JK Rowling Unmasked as Author of Acclaimed Detective Novel 'The Cuckoo’s Calling'


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The US cover

'Harry Potter' and 'The Casual Vacancy' author J.K. Rowling has revealed that she ghost-wrote a crime novel titled 'The Cuckoo’s Calling.'

Rowling operated under the pseudonym Robert Galbraith and published 'The Cuckoo’s Calling.'

Etymology says that Robert is "famous", Galbraith is "stranger."Iinstances like this that remind you that Queen Rowling isn't in it for the money. She genuinely loves writing quality books. GOOD NEWS: It didn't take long to go to #1 at Amazon...a big jump from 98,424

The book is billed as a “classic crime novel”, written in the style of PD James and Ruth Rendell, according to the Sunday Times.

Its plot centres on the death of a troubled model who falls to her death from a snow-covered Mayfair balcony. Her brother calls in Cormoran Strike, a damaged war veteran turned private detective, to investigate her death.

Released in April, the book has generated heated speculation about the identity of the book’s author.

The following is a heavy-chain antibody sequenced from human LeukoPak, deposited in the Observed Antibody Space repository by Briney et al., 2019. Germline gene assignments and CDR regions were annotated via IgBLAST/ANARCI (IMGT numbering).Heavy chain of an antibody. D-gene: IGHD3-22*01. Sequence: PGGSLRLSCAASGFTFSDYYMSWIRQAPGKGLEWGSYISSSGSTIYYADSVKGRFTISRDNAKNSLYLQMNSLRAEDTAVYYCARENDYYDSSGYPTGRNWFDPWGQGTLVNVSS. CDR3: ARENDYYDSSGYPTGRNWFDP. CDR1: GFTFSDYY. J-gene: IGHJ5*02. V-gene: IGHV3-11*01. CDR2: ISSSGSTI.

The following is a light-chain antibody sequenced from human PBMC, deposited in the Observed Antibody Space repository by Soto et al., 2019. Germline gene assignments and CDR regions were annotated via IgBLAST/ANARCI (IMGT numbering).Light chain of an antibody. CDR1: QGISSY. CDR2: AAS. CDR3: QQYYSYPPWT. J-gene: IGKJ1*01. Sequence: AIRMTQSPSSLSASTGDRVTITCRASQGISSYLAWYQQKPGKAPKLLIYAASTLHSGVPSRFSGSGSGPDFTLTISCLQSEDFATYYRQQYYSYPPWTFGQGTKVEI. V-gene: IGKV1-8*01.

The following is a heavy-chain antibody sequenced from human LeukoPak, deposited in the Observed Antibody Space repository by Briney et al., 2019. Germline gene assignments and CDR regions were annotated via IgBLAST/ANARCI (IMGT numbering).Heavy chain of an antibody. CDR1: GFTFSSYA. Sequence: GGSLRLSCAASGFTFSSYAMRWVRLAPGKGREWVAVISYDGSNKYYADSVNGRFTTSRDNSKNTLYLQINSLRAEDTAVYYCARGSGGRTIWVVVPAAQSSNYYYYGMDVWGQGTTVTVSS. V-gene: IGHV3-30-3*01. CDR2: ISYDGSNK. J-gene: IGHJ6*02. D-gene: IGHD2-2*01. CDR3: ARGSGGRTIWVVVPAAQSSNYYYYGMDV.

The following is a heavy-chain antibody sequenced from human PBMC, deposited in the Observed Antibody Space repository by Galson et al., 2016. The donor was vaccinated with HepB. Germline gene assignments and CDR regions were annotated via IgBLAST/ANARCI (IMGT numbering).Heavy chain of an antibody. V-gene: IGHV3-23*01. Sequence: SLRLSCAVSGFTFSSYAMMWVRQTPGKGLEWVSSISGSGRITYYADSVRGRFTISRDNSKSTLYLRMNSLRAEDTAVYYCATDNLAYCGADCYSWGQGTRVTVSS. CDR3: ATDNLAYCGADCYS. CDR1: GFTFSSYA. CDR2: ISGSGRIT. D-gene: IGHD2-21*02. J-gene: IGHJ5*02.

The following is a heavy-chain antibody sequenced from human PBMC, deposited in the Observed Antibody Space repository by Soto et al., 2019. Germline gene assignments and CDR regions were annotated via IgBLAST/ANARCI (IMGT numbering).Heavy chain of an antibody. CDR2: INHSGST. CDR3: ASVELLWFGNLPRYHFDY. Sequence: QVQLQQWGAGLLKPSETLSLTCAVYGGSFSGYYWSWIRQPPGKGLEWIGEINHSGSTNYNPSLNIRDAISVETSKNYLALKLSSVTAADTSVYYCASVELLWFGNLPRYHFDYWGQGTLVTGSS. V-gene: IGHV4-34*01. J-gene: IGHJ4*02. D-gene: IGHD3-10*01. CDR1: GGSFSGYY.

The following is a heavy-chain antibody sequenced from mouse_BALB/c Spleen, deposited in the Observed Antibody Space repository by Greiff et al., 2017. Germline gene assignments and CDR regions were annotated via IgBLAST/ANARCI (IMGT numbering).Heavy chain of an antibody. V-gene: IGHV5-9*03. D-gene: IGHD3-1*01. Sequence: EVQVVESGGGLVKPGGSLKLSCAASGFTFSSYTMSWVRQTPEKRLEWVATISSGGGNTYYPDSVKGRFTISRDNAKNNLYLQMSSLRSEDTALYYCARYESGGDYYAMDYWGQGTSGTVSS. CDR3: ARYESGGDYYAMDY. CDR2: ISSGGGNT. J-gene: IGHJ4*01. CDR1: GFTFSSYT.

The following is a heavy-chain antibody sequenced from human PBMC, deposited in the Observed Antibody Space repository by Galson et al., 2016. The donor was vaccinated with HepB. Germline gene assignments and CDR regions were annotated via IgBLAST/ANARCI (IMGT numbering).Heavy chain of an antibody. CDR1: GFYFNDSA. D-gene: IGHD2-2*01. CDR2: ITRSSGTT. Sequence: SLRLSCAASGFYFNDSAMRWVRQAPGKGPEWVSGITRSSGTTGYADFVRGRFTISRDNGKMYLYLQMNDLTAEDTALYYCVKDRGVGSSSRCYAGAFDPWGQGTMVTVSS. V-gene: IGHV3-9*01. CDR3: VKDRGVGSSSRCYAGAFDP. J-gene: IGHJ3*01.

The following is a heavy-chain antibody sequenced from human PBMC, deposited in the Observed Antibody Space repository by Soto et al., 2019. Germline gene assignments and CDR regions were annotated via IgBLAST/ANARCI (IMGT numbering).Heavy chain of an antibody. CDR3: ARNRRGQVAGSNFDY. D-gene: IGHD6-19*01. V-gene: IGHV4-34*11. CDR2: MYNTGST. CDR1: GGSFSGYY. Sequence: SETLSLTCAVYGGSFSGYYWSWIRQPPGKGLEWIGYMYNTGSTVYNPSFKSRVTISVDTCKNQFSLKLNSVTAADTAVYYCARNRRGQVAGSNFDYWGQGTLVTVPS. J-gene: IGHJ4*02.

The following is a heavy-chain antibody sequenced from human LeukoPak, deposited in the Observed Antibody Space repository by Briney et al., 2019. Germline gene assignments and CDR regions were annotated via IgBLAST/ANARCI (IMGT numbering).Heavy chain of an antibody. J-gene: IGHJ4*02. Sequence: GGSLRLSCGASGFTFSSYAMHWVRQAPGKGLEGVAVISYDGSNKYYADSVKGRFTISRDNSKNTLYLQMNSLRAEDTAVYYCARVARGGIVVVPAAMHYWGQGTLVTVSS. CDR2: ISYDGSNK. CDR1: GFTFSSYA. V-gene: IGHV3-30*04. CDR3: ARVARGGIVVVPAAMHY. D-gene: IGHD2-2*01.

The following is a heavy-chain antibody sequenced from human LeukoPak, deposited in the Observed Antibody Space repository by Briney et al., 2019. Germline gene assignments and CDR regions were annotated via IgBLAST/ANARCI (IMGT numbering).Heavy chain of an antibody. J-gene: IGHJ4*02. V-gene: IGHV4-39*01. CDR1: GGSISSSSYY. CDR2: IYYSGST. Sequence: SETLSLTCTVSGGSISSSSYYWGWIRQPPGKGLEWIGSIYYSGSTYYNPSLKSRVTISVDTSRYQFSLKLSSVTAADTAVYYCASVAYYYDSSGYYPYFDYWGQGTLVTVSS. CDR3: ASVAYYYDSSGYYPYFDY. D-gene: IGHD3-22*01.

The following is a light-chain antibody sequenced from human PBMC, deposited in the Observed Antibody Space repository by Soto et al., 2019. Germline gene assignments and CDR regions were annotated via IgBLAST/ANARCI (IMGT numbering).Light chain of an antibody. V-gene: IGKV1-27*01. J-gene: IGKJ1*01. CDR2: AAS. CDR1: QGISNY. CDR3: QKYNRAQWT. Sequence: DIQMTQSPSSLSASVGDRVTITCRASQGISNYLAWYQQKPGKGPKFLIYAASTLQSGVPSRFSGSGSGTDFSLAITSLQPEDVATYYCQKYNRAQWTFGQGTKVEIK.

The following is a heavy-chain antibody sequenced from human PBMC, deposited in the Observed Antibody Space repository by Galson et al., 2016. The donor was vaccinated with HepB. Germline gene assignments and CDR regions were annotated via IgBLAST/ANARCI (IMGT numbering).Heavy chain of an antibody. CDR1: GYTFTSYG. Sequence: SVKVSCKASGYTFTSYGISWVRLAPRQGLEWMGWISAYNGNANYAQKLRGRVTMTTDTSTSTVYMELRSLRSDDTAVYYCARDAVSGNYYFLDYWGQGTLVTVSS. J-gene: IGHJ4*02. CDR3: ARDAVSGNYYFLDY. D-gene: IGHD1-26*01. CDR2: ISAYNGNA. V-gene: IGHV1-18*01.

The secret could not last. Eventually it was noticed that Mr Galbraith and Miss Rowling shared the same publisher and editor.

The Australian cover

Reviewers have described it as an “exhilarating debut” and marvelled at how a male author could ever describe women’s clothes so well.

When approached this weekend, Miss Rowling said: “I had hoped to keep this secret a little longer because being Robert Galbraith has been such a liberating experience. It has been wonderful to publish without hype or expectation and pure pleasure to get feedback under a different name.”

The book is described as “a gripping, elegant mystery steeped in the atmosphere of London – from the hushed streets of Mayfair to the backstreet pubs of the East End to the bustle of Soho.”

After writing seven Harry Potter books, Miss Rowling published her first fiction for adults last year. 'The Casual Vacancy,' a novel about a small town racked with political infighting, sold well but received a mixed response from critics.

Kate Mills, publishing director of Orion, bravely admitted that she had unwittingly turned down the crime novel, which was billed as the debut of a former soldier, because it failed to stand out from all the other manuscripts sent in by hopeful authors.

Sources: US Cover and Telegraph


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